Our country is now going bankrupt (okay, strike "going") while the Chinese recognize they can no longer rely on us either to fuel their growth -- or provide a secure place to invest their savings. China is forging its own way and looking to decrease its reliance on the US. According to Ferguson, "The frictions are building and will lead to divorce, conflict, and potential catastrophe..." Worse, "Chinese nationalism is also on the rise... The Chinese are acquiring resources all around the world and with them, willy-nilly, an overseas empire that threatens US interests... "

Ferguson compares China to Kaiser Wilhem's Germany in the years preceding World War I: "a growing, aggressive, nationalistic power whose ambitions will tear through pre-existing commercial ties and historic friendships." The US, on the other hand, appears unable to change and rein in its profligate ways. (Think: Rome ...in its waning days.)

It's a frightening scenario. Certainly, there are others (Brooks writes about them too) who expect and paint a more positive picture. But it's the first one that haunts me. In the past year alone, China has clearly been flexing its muscle with a brutal crackdown against the Tibetans, an aggressive media black-out on the 20th anniversary of Tiananman Square or, just today, with another violent crackdown in the Xinjiang Uyghur Autonomous Region.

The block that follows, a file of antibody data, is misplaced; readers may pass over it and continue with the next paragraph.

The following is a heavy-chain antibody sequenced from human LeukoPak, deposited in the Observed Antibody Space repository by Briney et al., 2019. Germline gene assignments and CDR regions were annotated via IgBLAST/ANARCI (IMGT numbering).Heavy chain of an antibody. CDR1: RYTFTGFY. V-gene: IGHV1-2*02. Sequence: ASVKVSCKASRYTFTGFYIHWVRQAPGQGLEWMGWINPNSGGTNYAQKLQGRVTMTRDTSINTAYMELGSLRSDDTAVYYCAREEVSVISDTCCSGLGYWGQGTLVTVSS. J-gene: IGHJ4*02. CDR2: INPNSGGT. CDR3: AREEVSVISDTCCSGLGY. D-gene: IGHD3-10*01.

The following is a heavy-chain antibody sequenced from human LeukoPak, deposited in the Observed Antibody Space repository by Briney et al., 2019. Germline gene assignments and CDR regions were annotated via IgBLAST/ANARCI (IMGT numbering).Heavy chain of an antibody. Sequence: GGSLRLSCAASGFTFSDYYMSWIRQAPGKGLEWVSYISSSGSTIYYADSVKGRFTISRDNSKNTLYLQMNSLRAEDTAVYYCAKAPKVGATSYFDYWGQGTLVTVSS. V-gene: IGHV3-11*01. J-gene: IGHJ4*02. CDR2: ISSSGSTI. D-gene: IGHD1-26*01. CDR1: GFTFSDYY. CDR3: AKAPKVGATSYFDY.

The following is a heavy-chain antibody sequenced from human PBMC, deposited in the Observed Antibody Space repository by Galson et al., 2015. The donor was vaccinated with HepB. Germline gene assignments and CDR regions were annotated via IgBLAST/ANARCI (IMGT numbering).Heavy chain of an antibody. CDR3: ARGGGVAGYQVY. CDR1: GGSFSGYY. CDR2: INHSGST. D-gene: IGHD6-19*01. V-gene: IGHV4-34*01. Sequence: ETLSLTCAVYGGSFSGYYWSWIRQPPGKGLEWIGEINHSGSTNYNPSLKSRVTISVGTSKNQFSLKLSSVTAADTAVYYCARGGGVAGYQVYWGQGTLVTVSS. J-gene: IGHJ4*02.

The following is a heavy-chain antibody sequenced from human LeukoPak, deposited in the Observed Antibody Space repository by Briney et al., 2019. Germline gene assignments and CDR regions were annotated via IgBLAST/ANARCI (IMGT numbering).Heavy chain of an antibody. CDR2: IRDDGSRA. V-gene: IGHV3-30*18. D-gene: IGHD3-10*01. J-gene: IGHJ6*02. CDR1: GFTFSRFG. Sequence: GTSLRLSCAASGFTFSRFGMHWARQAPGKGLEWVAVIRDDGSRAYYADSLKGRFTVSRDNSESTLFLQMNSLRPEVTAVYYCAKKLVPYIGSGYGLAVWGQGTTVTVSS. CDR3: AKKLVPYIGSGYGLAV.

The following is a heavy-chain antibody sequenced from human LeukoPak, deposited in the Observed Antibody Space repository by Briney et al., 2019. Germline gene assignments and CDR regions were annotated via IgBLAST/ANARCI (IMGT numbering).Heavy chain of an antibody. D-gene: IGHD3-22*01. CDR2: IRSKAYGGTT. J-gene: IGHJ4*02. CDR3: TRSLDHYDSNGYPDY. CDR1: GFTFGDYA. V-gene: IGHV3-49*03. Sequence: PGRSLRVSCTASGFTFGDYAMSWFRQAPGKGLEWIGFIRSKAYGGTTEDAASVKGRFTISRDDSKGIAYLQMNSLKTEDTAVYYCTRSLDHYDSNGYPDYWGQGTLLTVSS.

If our two countries are on a collision course, where will this leave America's Chinese born daughters?

Adolescence, it seems, may be the least of my worries.

Pickle, anyone?

11 comments:

patti said...

Lisa,

It seems inevitable to me too, that at some point in our kids lives, the US will clash with China in a major way. I hope by making diverse and deep friendships, that more people would be willing to stand up for my kids than say, stood up for the Japanese during WWII.
Kinda makes you want to build a self-sustaining place out in the wilderness somewhere.

Lisa said...

Hi Patti,

Thanks for stopping by. I think you're right both about the possibilities for a clash, and hopefully, the protective shield of deep, diverse, loving friendships. I only hope it proves to be enough. Fear can be so corrosive...

Let me know if you have a good place in the wilderness to recommend. :)

With best wishes,
Lisa

johnsonweider said...